The practice of conducting a review of a franchisee’s compliance prior to consenting to the purchase of additional franchises; prior to consenting to renewal of the franchise; and prior to consenting to a sale of the business is a proper procedure. Non compliant franchisees are not entitled to the privileges of agreements they have broken. The caveat here is that contract violations should have to be really material, not trivial, in order to justify consent being withheld. According to the accusation of the DD franchisees on Blue Mau Mau, that has not been the case. From what they say, it might be that DD has some agenda to reconfigure their franchisee system to eliminate small operators for reasons of assumed better management opportunities – small franchisees are a pain in the neck not justified by the amount of revenue generated by them. I personally doubt that theory, especially since DD was perfectly willing in the first instance to accept small franchisee money for many years, as a consequence of which the company and the small franchisees thrived. But now there is a new owner of DD, and new owners have near term exit strategies that they often try to enhance by ridiculous means.

One question that remains unsubstantiated in the DD case study is whether the “audited” and terminated Mom & Pop franchisees were in fact in material breach of their franchise agreements. In some instances, it appears that is true and the termination was justified.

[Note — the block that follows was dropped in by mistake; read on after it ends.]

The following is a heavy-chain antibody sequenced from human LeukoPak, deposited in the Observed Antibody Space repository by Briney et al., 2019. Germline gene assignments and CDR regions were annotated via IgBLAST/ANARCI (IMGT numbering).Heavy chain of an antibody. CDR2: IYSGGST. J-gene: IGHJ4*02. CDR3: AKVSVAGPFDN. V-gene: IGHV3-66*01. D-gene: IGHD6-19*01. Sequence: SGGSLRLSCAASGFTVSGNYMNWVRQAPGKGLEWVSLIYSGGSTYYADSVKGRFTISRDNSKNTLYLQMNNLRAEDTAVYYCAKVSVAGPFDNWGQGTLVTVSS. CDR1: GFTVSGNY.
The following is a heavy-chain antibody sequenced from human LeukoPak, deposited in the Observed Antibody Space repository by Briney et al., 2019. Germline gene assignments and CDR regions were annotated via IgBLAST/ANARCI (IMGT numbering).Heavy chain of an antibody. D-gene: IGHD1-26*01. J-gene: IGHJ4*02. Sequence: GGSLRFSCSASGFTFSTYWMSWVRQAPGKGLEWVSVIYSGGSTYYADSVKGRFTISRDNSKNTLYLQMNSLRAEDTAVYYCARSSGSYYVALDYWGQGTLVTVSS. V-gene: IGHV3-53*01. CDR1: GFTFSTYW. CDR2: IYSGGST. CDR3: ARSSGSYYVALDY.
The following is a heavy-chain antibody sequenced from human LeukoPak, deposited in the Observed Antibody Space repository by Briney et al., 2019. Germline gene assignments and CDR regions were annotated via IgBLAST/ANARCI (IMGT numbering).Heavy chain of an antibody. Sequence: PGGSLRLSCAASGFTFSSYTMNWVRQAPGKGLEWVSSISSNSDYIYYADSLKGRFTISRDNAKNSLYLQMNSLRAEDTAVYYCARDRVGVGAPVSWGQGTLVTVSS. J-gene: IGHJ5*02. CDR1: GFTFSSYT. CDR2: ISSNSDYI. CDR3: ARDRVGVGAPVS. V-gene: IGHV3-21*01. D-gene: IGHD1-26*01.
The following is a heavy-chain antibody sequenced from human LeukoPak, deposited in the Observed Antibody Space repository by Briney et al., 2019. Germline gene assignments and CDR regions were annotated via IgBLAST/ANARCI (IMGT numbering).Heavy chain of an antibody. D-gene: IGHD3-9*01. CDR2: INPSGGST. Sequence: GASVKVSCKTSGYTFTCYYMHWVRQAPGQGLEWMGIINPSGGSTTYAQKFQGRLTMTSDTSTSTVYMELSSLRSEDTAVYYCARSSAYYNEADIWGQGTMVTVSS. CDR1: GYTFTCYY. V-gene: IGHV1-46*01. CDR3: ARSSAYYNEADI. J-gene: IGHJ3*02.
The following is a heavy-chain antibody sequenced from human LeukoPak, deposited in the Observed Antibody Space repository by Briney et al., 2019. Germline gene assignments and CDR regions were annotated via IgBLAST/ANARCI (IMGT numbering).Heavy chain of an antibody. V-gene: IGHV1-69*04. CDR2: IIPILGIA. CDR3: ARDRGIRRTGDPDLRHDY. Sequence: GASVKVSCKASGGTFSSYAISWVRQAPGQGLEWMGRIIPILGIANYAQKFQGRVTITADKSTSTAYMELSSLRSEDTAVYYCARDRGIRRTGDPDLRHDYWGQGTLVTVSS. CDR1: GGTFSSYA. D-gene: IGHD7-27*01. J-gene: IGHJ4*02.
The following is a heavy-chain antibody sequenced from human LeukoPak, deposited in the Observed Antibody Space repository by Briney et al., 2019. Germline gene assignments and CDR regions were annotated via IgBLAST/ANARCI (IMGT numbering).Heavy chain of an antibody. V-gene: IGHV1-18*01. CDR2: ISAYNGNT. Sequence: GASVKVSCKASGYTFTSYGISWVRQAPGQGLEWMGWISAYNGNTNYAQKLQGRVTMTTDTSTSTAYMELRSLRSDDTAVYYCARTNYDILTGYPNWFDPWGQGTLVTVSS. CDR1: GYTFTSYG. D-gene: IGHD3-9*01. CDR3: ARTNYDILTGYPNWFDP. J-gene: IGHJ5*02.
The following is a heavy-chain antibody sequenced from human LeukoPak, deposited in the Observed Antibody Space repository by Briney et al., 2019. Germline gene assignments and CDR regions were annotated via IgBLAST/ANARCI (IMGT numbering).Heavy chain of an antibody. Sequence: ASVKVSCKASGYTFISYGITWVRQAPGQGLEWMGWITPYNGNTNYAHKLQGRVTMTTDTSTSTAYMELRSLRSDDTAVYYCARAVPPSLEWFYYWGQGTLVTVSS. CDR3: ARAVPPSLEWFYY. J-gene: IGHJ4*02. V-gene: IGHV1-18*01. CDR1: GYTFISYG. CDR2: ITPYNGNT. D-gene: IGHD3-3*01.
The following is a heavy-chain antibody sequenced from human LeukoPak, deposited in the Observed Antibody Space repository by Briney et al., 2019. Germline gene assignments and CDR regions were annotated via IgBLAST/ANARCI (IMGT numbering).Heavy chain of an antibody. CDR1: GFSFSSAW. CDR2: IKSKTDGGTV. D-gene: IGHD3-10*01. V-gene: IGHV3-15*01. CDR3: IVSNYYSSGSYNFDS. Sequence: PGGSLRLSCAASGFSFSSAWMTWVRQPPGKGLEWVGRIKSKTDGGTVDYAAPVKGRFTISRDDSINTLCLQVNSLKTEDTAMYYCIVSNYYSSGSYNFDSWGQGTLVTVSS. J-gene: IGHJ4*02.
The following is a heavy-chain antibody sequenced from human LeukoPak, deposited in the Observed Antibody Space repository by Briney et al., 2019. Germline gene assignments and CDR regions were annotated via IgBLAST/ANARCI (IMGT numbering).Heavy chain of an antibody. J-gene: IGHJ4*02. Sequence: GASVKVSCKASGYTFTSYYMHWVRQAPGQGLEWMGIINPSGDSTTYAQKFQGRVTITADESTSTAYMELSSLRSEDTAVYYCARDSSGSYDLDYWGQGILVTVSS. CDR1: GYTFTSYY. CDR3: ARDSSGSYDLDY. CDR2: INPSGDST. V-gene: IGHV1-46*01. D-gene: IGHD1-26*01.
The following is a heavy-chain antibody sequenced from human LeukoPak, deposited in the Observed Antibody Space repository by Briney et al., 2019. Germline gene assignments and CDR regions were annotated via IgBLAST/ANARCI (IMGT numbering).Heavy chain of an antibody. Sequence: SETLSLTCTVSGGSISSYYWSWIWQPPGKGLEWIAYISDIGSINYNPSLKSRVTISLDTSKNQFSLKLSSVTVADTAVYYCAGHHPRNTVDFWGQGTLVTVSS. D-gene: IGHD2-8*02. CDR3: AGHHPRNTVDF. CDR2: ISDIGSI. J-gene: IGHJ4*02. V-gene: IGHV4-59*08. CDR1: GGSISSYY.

What remains, therefore, is a cleansing of the process, unless the truth is that there really is a DD agenda to so reconfigure the franchisee population for other purposes.

Where does that leave us? It leaves us at the conclusion that DD is now a FranWhack – a franchise investment opportunity that should now be avoided. No one should risk large investments in joining troubled systems, no matter what their past performance might have been. Anyone buying a DD franchise today is simply not conducting adequate pre investment due diligence. In my opinion as a franchise counselor, this is a troubled company and a troubled system. This is not where intelligent people put their investment money.

Moreover, since it is true these days that franchisor ownership frequently changes, that change in itself raises questions about the reliability of past performance as an indicator of present tense investment worthiness. Much more astute and focused due diligence must be done before investing in the franchises of systems in which the ownership has recently changed or is about to change.

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Comments

Confusing Essay

RS: One question that remains.. .is whether the “audited” and terminated Mom & Pop franchisees were in fact in material breach of their franchise agreements. In some instances, it appears that is true and the termination was justified. - Richard